One of my super-cool bloggy friends wrote this recent post about how theatrical performances with big budgets sometimes miss the opportunity to inspire imagination in the minds of the audience, simply because they can afford the real thing. For instance, consider mimes (which, despite their bad rap, I actually like, in a creepy sort of way...). The mime has zero props, no set, and a costume that is tied to no reality. Yet, he or she can effectively act out say, the eating of a sandwich in a doctor's office - and subsequently being kicked out of the office - without a single costume change or actual sandwich. A higher budget production might a) buy a sandwich, b) set out a few doctor's office chairs, c) hire extras to play the receptionist and other patients. This effectively removes thought as a requirement from the audience, and probably makes the whole performance a bit boring. As a former set-builder and ensemble member extraordinaire in several (low-budget) high school productions, I found her post inciteful.
Which brings me to the performances I saw this weekend: one, a BIG budget production (at least judging by the ticket price): Kooza by Cirque du Soleil. Two, a small budget production (ticket cost - priceless): my family on the Wii Fit Hula Hoop game after a few cold ones.
We successfully navigated ourselves to the Ravens Stadium O Lot where a large blue and gold tent was erected to house the circus. Kooza begins with a child-like person in a park, trying to fly a kite. There is plenty of wind, but the kite just doesn't fly. Then a man delivers a box to the person in the park, which turns out to be a human jack-in-the-box. The story is a bit fuzzy after that - in fact, if the audience was asked to turn in an essay on the topic as they left the Big Top, there would have been about 50 different stories. The only thing one can say for certain: it is very French. I probably do not need to elaborate for anyone who has seen a French movie like The City of Lost Children. Let's just say it is weird for the sake of weird, and leaves the story (if there is one) up to interpretation. Of course, the set and costumes were elaborate and expensive, but for a show like this - which includes tight ropes, trapeezes, and a large figure-8 shaped spinner with man-sized hamster wheels on each end - the money is in the props. It's a true visual spectacle, with talented performers: jugglers, contortionists, men on stilts, unicyclists, and clowns. Of course, my favorite was the scantily-clad man who built a tower of chairs and then hoisted himself up in ways that defied gravity. High budget, yes; but with creativity to spare.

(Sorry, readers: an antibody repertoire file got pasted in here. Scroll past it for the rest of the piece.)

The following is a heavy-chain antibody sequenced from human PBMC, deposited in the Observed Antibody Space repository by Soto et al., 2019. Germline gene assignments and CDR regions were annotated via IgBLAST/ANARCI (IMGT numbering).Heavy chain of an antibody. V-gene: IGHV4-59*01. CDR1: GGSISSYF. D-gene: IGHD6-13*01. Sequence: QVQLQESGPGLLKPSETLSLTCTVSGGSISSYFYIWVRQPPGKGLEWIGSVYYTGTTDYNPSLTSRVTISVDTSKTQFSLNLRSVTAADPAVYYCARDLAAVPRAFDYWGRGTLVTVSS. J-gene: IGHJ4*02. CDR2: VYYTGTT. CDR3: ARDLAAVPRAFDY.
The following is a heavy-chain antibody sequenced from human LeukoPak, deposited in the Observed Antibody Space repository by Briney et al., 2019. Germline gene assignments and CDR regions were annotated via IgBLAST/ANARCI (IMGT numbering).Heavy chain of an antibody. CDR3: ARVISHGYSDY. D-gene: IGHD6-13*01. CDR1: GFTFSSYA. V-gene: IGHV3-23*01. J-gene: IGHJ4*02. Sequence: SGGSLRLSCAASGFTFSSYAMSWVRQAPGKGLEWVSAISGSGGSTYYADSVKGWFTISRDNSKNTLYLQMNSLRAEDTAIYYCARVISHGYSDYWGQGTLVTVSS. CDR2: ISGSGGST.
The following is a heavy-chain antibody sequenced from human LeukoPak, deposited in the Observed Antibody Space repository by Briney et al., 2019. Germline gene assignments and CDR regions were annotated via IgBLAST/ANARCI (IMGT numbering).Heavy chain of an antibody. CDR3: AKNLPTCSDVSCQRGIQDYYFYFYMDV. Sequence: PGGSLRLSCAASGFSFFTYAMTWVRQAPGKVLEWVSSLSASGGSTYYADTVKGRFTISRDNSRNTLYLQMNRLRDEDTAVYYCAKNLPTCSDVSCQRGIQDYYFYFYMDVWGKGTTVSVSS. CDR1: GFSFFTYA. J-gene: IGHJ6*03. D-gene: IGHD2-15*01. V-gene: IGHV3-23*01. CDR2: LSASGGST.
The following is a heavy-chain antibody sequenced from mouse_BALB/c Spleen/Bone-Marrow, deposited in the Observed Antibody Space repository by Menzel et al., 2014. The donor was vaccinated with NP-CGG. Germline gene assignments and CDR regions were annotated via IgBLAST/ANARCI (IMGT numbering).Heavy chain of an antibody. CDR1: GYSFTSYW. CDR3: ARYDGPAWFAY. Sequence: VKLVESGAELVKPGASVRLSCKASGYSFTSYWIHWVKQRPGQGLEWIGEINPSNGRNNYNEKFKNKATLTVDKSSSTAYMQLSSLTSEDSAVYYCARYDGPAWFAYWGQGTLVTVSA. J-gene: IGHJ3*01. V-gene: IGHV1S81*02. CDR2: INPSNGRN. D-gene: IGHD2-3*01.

Afterwards, we managed to get ourselves to the Pub Dog, where delicious beer and pizza was enjoyed by all. We returned home for show number two - Wii. Lots of laughter, some near falls, a definite need for the wrist strap and "clearing the room around you while attempting to bowl", and some Mii eye-brow tweeking ensued. Gravity was most certainly present. Though I think photos are available, I will spare you, Constant Reader. You're welcome.